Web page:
WITHo never had big violations. Events in the field of artificial intelligence are almost turned upside down. Open AI launches fourth generation ChatGPT with new features. Microsoft and Google want to build AI into their software. The co-pilot moves to Outlook and Word so that complex tasks can be launched with just one command as the AI pulls the information it needs from the calendar, email and Microsoft Teams. The Midjourney Image Generator, introduced here a week ago, is also available in an enhanced version. Because of this, it is even more difficult to distinguish artificial images from real ones. Nuance, a speech recognition specialist, disrupts the hospital: Dragon Ambient Experience Express automatically processes written documentation after a doctor has interviewed a patient.
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They simplify, get down to business, brush aside objections, and also enter the market with unfinished software to show the potential and opportunities: American and some Asian companies are developing AI systems at rocket speed. How does this compare to Europe? Some reports from the past few days show where travel is heading in this country: On Monday, the German Ethics Council called for strict limits on the use of artificial intelligence. Free words characterize the Council’s report: discrimination, right to object, heavy use of data, rampant real-time surveillance, automatic bias. The Federal Ministry of Consumer Protection also requires legal regulations and barriers to the use of AI. This can lead to increased prejudice and discrimination.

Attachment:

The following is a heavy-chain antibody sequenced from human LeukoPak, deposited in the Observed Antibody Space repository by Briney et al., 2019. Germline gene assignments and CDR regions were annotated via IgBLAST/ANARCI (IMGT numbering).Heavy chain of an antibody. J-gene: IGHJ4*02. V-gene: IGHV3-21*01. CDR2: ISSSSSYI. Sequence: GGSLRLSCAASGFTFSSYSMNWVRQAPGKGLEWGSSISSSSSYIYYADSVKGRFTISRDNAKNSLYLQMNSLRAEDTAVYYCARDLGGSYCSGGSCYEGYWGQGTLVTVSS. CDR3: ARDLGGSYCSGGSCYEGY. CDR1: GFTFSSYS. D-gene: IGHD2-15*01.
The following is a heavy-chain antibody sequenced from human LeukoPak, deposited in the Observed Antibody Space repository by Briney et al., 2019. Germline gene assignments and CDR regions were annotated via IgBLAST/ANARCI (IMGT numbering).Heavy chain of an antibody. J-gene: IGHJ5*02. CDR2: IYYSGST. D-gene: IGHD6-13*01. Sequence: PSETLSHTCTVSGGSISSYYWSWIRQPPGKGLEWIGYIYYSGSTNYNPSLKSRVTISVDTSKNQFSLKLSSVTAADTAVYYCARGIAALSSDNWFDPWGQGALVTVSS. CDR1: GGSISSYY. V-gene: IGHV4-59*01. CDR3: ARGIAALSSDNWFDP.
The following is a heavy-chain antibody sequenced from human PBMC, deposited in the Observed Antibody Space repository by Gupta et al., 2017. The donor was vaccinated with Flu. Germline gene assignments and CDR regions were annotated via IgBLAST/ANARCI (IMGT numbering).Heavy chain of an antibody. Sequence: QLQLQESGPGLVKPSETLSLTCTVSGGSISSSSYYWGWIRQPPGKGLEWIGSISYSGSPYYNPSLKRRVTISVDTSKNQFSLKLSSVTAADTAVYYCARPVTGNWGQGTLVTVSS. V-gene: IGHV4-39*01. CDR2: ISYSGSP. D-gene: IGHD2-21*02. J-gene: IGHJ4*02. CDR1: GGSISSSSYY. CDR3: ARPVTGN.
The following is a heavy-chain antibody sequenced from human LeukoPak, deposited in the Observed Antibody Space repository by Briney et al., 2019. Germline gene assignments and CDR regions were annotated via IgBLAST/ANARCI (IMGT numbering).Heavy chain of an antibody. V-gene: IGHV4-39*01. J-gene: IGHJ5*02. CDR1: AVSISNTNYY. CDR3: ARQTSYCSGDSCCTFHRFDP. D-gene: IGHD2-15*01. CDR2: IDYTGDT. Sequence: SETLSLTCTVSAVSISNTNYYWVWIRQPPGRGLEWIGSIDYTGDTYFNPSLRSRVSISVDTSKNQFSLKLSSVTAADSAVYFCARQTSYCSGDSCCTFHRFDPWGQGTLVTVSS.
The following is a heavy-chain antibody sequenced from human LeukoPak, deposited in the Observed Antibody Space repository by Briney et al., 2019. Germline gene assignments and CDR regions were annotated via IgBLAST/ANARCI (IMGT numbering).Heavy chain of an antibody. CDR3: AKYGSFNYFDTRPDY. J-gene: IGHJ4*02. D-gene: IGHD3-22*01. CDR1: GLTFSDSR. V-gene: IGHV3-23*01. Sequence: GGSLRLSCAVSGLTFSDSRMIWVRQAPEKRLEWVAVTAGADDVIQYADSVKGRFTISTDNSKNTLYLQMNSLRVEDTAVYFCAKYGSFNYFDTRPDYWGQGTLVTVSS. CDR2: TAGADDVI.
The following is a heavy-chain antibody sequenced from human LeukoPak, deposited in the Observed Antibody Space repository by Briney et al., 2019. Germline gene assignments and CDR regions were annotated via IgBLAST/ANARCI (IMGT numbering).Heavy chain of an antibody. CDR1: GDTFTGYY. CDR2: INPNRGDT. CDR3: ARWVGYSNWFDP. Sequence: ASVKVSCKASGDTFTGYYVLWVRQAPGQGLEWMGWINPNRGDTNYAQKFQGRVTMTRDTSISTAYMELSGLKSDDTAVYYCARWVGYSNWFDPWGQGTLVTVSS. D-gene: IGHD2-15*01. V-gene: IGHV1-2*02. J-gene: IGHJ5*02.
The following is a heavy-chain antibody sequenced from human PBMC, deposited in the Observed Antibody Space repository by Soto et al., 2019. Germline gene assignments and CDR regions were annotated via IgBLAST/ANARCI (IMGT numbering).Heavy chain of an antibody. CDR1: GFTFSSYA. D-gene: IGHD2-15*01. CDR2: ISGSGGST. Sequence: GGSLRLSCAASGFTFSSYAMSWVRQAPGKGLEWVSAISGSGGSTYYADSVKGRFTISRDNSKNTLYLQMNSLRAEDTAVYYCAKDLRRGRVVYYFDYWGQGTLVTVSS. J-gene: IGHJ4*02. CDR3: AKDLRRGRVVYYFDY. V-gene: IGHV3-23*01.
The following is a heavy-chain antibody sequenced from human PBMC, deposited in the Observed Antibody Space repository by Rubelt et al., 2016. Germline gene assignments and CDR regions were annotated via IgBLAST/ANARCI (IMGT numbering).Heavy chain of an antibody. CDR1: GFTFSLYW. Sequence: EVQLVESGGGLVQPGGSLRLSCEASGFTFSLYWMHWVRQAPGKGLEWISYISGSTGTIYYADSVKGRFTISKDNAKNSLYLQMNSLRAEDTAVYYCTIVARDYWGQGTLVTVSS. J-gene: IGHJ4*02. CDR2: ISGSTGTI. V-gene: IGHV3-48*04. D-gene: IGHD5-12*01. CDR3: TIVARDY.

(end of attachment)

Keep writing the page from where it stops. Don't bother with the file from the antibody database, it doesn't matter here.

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European universities are researching topics such as discrimination and misogyny with the help of artificial intelligence. Tagesschau criticizes on its website: “The number of white males who develop artificial intelligence is above average.” Development teams are “not diverse enough.” Affiliate Hans Böckler Foundation is calling for restrictions on the use of artificial intelligence in labor protection legislation. Because the risk of accidents is increasing, because “thanks to AI, robots are increasingly acting autonomously and are therefore difficult to predict.” But Europe once again showed American companies how to do it right. They now need to be improved quickly, otherwise it will be prohibited and strictly regulated. At least that’s what Europe can do. This may cause nausea. But will the world wait for us?
Source: Frantfurter Allgemeine
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